We visited Chelmsford in July 2018 – you can read about it here. In September of the same year, Waterstones acquired the Foyles chain of bookshops, so we had to revisit! As we were heading to West Sussex, we didn’t have time to stop for long, but were able to visit the Foyles. It is located in a modern building in a new shopping development and opened in 2016.
Colchester is a large market town in Essex. During Roman times it was an important settlement known as Camulodunum, and today Colchester claims to be the oldest town in Britain. The town is home to a Norman castle, the keep of which is the largest example of this type in Europe. It was used as a prison to house those accused of witchcraft by the infamous Witchfinder General, Matthew Hopkins. In June 2019 a memorial to the women wrongly-accused was placed in the rose garden in front of the castle. The Waterstones is housed in a beautiful building which was formerly the site of the National Provincial Bank.
Colchester Town Hall
The Town Hall building opened in 1902. At the top of the building stands St Helena who is the patron saint of Colchester. This beautiful building is open to the public, but sadly we did not have time to visit.
Yarm is another market town that we had not visited before, and possibly wouldn’t have if it wasn’t part of this quest. It’s a really pretty town with some cobbled streets, set on a meander of the River Tees. Parts of the town are dominated by a 43 arch rail viaduct, opened in 1852 and now Grade II listed. The old Town Hall building stands in the centre of the town and was built in 1710 to replace an old Tollhouse. Over the years it has been used as a court, a market and even a public toilet! The Waterstones in Yarm is in a red brick building located in a former bank.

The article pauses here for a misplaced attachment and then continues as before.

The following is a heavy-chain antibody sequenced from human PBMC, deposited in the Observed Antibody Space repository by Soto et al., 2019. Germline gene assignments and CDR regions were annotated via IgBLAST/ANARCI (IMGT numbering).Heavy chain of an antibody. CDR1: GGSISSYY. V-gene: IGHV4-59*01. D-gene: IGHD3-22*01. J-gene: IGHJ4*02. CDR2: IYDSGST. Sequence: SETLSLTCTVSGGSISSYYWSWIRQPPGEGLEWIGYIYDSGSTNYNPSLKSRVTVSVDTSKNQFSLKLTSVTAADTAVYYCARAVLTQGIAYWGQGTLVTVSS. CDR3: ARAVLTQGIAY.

Yarm Town Hall
Darlington is a market town in County Durham famous as the location of the first steam power-driven locomotive railway when the Stockton & Darlington Railway was established there in 1825 in order to connect local coal mines to the River Tees. Although not the first railway, the Stockton & Darlington was the first to use steam locomotives and to transport passengers as well as goods. The Waterstones is located on the outside of a modern shopping centre.
Clockwise from top left – Darlington Market Hall and Clock Tower, completed in 1864, Joseph Pease, who contributed to the establishment of the Stockton & Darlington Railway and was sometimes referred to as The Father of the Railways, Darlington town centre, Darlington railway station.
To celebrate the railway heritage of the area, a statue was funded by various organisations including the National Lottery, the supermarket chain Morrisons and Northern Arts in 1997. Entitled Brick Train, it was created by sculptor David Mach out of 185,000 bricks and was constructed to include some special bricks to encourage bats to inhabit the sculpture. In addition, several local schools made up time capsules which have been placed inside the statue.
The photo of Darlington town centre (no attribution link available, but freely shared – see https://commons.wikimedia.org/wiki/File:Darlo_town_centre.JPG) and the one of the station (JThomas / Darlington Railway Station / CC BY-SA 2.0) are used under the creative commons licence and were taken from Wikipedia.